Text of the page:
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Autism - The Importance of Early Detection

A new study reveals that minority race children are diagnosed with autism later when compared to the timing of diagnosis in other children.

The American Academy of Pediatrics recommends toddlers be screened for autism starting at 18 months of age. However, autism can be detected as early as 14 months of age. Early diagnosis is crucial. Although there is still no cure for autism, experts believe that therapy works best the younger the patient is when therapy begins.

On average, children in the U.S. are not diagnosed until they reach four and a half years old, according to government statistics.

Dr. Rebecca Landa, the autism director at the Kennedy Krieger Institute in Baltimore, states that cultural differences in how parents view developmental milestones and how they interact with doctors may provide some rationale for the discrepancy. For example, babies tend to point before they talk, but in some cultures pointing is considered rude, and a new parent may not miss the behavior. In other cases, the fact a child is not talking yet may be explained away by family history such as "don't worry — Cousin Harry spoke late, too, and he's fine."

Another autism expert, Dr. David Mendel of the University of Pennsylvania, has led studies that show white children are diagnosed with autism as much as a year and a half earlier than minority race children. He adds that socioeconomic factors play a role in minority race families who may have less access to education and health care.

Meanwhile, Dr. Landa's preliminary research shows that even when minority race children are diagnosed in toddlerhood, they have more severe developmental delays than white children. She leads a toddler treatment program at Kennedy Krieger where she has found that minority race children with autism lag approximately four months behind white children with autism in language development. "Autism Not Diagnosed As Early In Minority Children: Study," www.huffingtonpost.com (Feb. 28, 2012).

Commentary and Checklist

According to the Centers for Disease Control and Prevention (CDC), one child in 88 has an autism spectrum disorder (ASD). According to estimates from the CDC's Autism and Developmental Disabilities Monitoring (ADDM) Network, ASDs are almost five times more common in boys (1 in 54) than in girls (1 in 252).

In addition, the CDC reports certain risk factors associated with autism. For one, parents who have a child with an ASD have a 2–18 percent chance of having a second child who is also affected. About 10 percent of children with autism are also identified as having genetic or chromosomal disorders such as Down syndrome, fragile X syndrome and tuberous sclerosis. Finally, children born to older parents are at a higher risk for ASDs.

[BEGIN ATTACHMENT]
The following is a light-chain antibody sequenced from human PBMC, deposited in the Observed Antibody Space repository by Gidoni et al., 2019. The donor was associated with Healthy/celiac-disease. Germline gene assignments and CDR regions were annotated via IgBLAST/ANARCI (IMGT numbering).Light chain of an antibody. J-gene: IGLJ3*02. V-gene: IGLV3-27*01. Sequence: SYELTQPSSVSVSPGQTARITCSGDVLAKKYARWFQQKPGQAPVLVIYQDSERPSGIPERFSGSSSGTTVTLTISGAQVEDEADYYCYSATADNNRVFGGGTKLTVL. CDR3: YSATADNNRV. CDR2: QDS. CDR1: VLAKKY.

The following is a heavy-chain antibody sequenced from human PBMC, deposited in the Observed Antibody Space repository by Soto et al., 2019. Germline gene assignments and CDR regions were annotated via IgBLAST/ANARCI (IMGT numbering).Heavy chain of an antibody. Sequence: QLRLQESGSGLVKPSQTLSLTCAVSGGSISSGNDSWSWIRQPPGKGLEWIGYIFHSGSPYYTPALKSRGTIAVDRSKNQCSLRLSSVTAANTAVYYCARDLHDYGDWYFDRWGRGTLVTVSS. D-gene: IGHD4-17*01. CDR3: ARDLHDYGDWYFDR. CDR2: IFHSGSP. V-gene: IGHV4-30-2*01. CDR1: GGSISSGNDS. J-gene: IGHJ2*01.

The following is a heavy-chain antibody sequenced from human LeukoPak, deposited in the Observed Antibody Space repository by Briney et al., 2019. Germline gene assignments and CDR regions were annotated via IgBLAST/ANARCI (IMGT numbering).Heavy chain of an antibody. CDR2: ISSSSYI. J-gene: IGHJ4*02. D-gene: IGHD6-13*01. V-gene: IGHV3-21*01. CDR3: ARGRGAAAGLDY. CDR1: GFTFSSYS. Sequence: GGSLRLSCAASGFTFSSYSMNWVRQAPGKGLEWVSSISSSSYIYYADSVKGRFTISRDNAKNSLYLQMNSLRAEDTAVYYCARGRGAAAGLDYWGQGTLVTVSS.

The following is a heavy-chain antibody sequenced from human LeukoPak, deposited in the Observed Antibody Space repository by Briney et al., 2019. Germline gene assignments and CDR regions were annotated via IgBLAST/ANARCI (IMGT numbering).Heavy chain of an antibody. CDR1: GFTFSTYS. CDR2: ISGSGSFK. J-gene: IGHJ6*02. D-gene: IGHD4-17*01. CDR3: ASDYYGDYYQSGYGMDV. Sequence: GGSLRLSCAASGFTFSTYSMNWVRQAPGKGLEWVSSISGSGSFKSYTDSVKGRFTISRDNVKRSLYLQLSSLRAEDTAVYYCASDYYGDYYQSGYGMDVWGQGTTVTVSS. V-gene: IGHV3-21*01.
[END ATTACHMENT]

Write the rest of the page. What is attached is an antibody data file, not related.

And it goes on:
So, what are the signs of autism? According to the Mayo Clinic, children with autism suffer in three crucial areas of development — social interaction, language and behavior. Some show signs in early infancy. Others develop normally for the first few months or years and then show signs of autism. Symptoms vary greatly, but the Mayo Clinic suggests the following signs to watch for:
  • A child who barely makes eye contact;
  • A child who does not respond to his or her name;
  • A child who appears not to hear you at times;
  • A child who resists when you cuddle or hold him;
  • A child who seems unaware of people's feelings;
  • A child who retreats into his or her "own world";
  • A child who starts to talk later than age 2 and who is developmentally delayed by 30 months in other areas;
  • A child who loses the previously-acquired ability to say words or sentences;
  • A child who speaks with an abnormal tone or rhythm and may use robot-like speech or a singsong voice;
  • A child who cannot start a conversation or keep one going;
  • A child who may be able to repeat words or phrases verbatim, but does not understand how to use them;
  • A child who performs repetitive movements, such as rocking, spinning or hand-flapping and is constantly moving;
  • A child who becomes upset at the slightest change in routines or rituals;
  • A child who is unusually sensitive to light, sound and touch and yet seems oblivious to pain; and/or,
  • A child who is fascinated by certain objects or parts of an object.
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